One should note that amputation is a highly traumatic and serious process, which has a long-lasting impact on a person both physically and mentally. The main three psychosocial aspects of the procedure are centered around emotional, social, and behavioral adjustments.
Firstly, behavioral adjustment is the most visible and impactful since amputation usually involves the removal of one of the limbs. It is stated that “amputation forces individuals to make a major adjustment not only to a change in body image but also to a change in functional capacity” (Falvo, 2017, p. 410). In other words, such a person’s functionality becomes altered severely by the lack of a limb. For example, a leg amputation makes a wheelchair mandatory equipment. Secondly, social adjustments can also be significant because “the physical demands of the job, such as walking, climbing, or pushing, should be evaluated and altered, if necessary” (Falvo, 2017, p. 411). Thirdly, emotional adjustments depend on the causes of amputation, where chronic reasons are less likely to result in emotional trauma, whereas accidental reasons are more likely to do so. It is stated people who underwent amputation due to sudden loss “may have more difficulty with adjustment because they have had inadequate time to prepare for the loss” (Falvo, 2017, p. 410). The main reason is that chronic causes already impose a substantial level of dysfunctionality on a limb, which means that such a person was struggling with movement prior to the procedure.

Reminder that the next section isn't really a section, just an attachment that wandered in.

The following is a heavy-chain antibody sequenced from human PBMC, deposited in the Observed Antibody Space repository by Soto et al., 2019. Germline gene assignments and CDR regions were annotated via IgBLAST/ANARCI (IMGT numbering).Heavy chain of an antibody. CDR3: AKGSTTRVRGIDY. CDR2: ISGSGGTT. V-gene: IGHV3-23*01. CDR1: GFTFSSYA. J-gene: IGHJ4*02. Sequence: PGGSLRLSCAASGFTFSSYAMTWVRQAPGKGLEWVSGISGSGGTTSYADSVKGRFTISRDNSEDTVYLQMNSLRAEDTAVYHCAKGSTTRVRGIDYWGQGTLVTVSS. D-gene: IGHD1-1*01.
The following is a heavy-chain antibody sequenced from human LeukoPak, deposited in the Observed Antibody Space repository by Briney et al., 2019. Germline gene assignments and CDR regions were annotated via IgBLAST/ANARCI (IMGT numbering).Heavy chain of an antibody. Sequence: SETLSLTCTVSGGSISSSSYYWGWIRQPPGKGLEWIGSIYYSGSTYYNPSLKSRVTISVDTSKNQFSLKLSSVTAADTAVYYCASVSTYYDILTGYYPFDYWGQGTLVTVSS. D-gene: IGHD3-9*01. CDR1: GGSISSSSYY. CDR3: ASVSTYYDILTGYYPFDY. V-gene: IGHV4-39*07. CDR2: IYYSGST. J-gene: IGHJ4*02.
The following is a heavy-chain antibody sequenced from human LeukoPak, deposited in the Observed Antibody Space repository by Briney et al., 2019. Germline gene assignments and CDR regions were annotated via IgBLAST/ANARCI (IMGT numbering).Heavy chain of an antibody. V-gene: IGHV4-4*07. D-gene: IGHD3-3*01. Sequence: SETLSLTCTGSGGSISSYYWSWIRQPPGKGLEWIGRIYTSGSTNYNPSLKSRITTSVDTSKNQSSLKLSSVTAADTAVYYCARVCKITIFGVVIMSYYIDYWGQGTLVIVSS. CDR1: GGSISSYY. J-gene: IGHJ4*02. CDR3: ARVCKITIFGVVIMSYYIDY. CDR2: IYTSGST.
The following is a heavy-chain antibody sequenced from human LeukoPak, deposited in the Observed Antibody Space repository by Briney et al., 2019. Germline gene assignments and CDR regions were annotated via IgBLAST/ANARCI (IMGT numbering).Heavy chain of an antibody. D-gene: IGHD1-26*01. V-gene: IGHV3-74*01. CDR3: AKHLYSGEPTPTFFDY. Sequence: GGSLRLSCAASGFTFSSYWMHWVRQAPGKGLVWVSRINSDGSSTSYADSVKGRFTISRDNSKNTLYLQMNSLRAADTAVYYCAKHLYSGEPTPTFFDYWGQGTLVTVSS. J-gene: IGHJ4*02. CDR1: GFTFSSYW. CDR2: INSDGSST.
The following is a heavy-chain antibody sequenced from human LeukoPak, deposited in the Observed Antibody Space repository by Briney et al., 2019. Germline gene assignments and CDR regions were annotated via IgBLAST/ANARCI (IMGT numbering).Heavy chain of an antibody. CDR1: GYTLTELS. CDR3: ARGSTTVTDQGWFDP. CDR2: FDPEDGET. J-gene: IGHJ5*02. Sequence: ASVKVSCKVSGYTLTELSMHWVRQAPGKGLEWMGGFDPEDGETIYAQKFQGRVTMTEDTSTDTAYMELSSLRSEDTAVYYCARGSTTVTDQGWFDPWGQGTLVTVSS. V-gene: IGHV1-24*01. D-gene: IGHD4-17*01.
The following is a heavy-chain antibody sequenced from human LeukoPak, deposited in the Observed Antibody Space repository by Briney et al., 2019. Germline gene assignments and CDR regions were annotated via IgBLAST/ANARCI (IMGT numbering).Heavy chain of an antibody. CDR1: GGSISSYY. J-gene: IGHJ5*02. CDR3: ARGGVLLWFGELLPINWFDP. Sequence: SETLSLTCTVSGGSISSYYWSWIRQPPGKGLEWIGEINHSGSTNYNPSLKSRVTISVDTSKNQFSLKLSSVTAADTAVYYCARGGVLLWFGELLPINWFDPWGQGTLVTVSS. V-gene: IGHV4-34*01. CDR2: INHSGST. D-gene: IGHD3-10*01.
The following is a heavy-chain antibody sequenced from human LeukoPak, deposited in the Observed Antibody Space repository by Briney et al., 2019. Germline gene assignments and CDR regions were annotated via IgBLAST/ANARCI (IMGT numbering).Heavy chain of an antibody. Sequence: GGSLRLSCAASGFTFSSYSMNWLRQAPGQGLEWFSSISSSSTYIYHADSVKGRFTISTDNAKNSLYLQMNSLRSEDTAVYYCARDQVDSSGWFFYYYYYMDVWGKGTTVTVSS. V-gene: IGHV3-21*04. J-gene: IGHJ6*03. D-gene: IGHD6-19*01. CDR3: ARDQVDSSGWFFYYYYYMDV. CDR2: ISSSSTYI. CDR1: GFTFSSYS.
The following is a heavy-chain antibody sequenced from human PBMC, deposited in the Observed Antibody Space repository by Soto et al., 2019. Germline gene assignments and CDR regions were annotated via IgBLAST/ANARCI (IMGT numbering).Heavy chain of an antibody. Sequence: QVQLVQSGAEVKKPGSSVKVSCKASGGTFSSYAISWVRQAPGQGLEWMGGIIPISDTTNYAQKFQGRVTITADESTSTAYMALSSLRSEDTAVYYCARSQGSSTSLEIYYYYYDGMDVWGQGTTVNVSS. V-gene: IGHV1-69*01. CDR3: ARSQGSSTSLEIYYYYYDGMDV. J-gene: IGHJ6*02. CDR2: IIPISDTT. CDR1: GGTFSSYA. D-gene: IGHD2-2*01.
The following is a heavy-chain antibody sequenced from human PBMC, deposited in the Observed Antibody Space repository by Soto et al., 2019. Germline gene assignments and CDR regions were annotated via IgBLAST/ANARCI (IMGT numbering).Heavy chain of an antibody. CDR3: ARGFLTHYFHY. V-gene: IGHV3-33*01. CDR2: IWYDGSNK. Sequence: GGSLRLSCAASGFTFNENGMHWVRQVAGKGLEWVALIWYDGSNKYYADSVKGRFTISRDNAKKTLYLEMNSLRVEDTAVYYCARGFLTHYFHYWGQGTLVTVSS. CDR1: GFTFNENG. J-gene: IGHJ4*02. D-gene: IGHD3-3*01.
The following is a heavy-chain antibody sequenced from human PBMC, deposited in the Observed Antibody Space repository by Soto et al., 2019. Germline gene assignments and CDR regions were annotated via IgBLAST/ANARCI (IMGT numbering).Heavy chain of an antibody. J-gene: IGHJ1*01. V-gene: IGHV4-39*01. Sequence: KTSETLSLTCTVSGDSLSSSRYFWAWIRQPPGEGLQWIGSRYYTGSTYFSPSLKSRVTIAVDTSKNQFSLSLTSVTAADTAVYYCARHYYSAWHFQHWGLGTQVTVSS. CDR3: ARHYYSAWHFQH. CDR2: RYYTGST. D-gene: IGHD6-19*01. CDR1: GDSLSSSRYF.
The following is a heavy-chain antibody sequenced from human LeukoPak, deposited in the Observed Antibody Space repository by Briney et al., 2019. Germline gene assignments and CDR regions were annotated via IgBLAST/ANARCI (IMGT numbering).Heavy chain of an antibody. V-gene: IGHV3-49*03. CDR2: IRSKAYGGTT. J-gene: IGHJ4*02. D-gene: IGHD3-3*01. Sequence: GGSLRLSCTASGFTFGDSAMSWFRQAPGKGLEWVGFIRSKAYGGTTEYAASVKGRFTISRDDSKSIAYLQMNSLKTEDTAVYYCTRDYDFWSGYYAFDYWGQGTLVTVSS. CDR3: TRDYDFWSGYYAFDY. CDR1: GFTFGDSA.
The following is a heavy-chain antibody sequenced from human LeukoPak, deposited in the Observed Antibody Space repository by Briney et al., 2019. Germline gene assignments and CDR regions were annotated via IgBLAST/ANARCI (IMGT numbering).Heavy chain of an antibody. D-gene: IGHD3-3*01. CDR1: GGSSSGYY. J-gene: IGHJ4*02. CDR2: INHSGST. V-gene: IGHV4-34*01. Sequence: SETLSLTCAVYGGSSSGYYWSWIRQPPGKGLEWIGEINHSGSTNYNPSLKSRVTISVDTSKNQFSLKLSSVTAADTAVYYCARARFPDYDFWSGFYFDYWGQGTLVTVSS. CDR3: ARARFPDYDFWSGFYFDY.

In conclusion, there are three psychosocial factors at play when a person undergoes an amputation procedure, which include behavioral, social, and emotional. The former two are unavoidable due to a hindered ability to move or function, whereas the latter one is dependent on the causes of amputation and individual perception.
Falvo, D. (2017). Medical and psychosocial aspects of chronic illness and disability. Burlington, MA: Jones & Bartlett Learning.